2010 ACC Tournament Preview and Predictions

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11 games in four days will decide the 2010 ACC Tournament Championship. The
event is back in Greensboro this year, and with North Carolina having a down
year, this is basically Duke vs. the field. Can someone knock off the Blue
Devils, who have won the title eight times since 1999? We’ll know by Sunday
afternoon.

The ACC Tournament has been held every year since 1954. Only seven of the 12
current ACC schools have won the event, with South Carolina also winning it in
1971 (they later left for the SEC, and remain the only school to ever leave the
ACC).

Tournament
Championships by School
School Number Most
Recent

Duke
17 2009

UNC
17 2008

NC State
10 1987

Wake Forest
4 1996

Georgia Tech
3 1993

Maryland
3 2004

Virginia
1 1976

South Carolina
1 1971

Of 56 total ACC tournaments, 48 have been won by one of the North Carolina
schools, especially Duke and UNC. NC State used to be right there with them, but
the Wolfpack haven’t won one in over two decades. These days, the tournament is
dominated by the Blue Devils and Tar Heels.

That’s not the case this year. North Carolina is down, and they are an
unlikely threat to win the tournament. Duke is the only Carolina team that gets
a first round bye, so chances have never been better for a non-Tar Heel state
team to get over the hump.

Maryland won the event in 2004, and they are the only team from outside the
state of North Carolina to win it since 1993, when Georgia Tech did it. The
Terps have a solid shot to unseat the Blue Devils this year, but Florida State
and Virginia Tech want to get into that mix as well.

We’ll break down the ACC Tournament teams into four groups: major contenders,
contenders, outside shot, and no shot. The seeds might not necessarily be in
order … just because a team is seeded higher than another team doesn’t mean
they have a better shot. It could be about matchups, in one particular case
especially, as we’ll see later.

Major Contenders

#1: Duke Blue Devils

Duke comes into this tournament as the #1 seed after finishing 27-5 overall
and 13-3 in the ACC. The Blue Devils have only failed to win this tournament
three times since 1999. Maryland won it in 2004, while UNC captured the
championship in 2007 and 2008.

With UNC down this year, Duke is the clear favorite. Though they finished
tied with Maryland in the standings in the regular season, the tournament will
be held in Greensboro North Carolina, which is a definite homecourt advantage
for the Blue Devils.

Here’s a quick look at Duke’s vitals:

27-5 overall
13-3 in the ACC
Won 9 of 10
Strong contender for #1 seed in NCAA tournament

If Duke wins the ACC Tournament, there is a very strong chance they’ll be a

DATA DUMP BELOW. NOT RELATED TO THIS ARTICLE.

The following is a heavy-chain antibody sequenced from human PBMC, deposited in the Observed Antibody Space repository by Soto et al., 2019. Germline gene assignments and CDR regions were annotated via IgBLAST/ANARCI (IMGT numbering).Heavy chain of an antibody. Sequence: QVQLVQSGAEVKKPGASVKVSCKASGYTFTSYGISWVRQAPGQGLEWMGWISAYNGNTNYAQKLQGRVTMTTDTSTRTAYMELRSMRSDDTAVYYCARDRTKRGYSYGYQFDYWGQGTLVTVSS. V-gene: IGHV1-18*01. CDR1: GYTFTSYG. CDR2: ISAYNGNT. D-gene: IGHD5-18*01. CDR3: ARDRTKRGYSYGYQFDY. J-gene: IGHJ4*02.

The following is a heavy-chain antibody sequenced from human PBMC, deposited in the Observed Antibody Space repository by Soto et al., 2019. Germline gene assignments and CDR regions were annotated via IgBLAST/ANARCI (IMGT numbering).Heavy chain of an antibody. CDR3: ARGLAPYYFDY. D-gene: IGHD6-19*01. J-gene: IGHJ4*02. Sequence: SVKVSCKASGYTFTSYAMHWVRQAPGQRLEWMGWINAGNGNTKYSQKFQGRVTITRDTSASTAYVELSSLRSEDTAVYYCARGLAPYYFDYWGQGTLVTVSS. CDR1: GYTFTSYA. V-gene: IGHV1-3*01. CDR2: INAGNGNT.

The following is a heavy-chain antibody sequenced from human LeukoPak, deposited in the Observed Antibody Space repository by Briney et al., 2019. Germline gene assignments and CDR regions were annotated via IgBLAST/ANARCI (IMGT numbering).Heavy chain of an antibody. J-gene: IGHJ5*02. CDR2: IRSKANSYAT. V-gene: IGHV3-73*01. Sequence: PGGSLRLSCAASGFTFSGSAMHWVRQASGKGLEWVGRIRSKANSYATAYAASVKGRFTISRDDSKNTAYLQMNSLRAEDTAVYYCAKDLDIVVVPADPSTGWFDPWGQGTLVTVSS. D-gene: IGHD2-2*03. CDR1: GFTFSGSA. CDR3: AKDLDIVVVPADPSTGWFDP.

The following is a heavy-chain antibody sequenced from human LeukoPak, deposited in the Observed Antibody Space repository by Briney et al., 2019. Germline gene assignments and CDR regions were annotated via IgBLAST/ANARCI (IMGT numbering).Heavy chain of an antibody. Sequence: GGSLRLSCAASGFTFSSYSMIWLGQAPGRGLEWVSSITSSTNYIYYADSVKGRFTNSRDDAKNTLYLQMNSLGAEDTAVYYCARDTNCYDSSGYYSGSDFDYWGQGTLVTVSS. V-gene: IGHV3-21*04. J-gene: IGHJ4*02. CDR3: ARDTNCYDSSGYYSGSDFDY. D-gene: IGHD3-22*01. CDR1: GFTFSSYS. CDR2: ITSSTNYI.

#1 seed in the NCAA tournament. There really aren’t many other viable candidates
right now, and ending the season such a hot streak would give the Blue Devils a
strong case.

The “Big Three” of Jon Scheyer, Kyle Singler and Nolan Smith is the
most effective trio of players in the ACC. Those three guys average a combined
53.7 points per game. The Blue Devils are very hard to beat when all three of
those guys are playing well, and they can get by against most teams when just
two of those players have a good game.

Coach K has been down this road more than any other coach in the ACC. He
knows how to win in the ACC tournament, as we can see when we look at Duke’s
recent success in the event.

The Blue Devils also don’t have that difficult a road to the championship
game. They should easily knock off either BC or UVA in the quarterfinals. Their
likely opponent in the semifinals is either Wake Forest or Virginia Tech. The
Demon Deacons have lost four of five and aren’t playing their best basketball,
while the Hokies are probably the most banged up team in the ACC.

Based on the fact that Duke has had so much recent success in the tournament
and UNC is having a down year, it’s difficult to not pick the Blue Devils to be
crowned ACC champs on Sunday.

#2: Maryland Terrapins

Maryland is the hottest team in the ACC, and they are the popular pick to
upset Duke and win the ACC Tournament. Part of that is because they beat Duke in
College Park just last week, and eventually tied the Blue Devils at the top of
the ACC standings.

The Terps feature the ACC Coach of the Year, Gary Williams, as well as the
ACC Player of the Year, Greivis Vasquez. That alone should be enough to make any
fan base feel confident. Maryland is very well coached, and they have a very
good, experienced group of players.

They really aren’t all that different from Duke, if you look at the numbers.

23-7 overall
13-3 in the ACC
Won 9 of 10
Defeated Georgia Tech, Clemson, Virginia Tech and Duke since February 20

Maryland has been on one serious roll lately. Since the Georgia Tech game on
February 20, Greivis Vasquez has averaged 23.7 points and 7.4 assists, including
a career-high 41 points in a big double overtime win at Virginia Tech.

In short, the Terps are playing with a lot of confidence and swagger right
now. Combine that with their experience and talent, and they will be a tough out
in Greensboro.

Contenders

#4: Virginia Tech Hokies

Virginia Tech isn’t quite as hot as Duke or Maryland, but they are entering
the ACC tournament playing good basketball. The Hokies are also in a position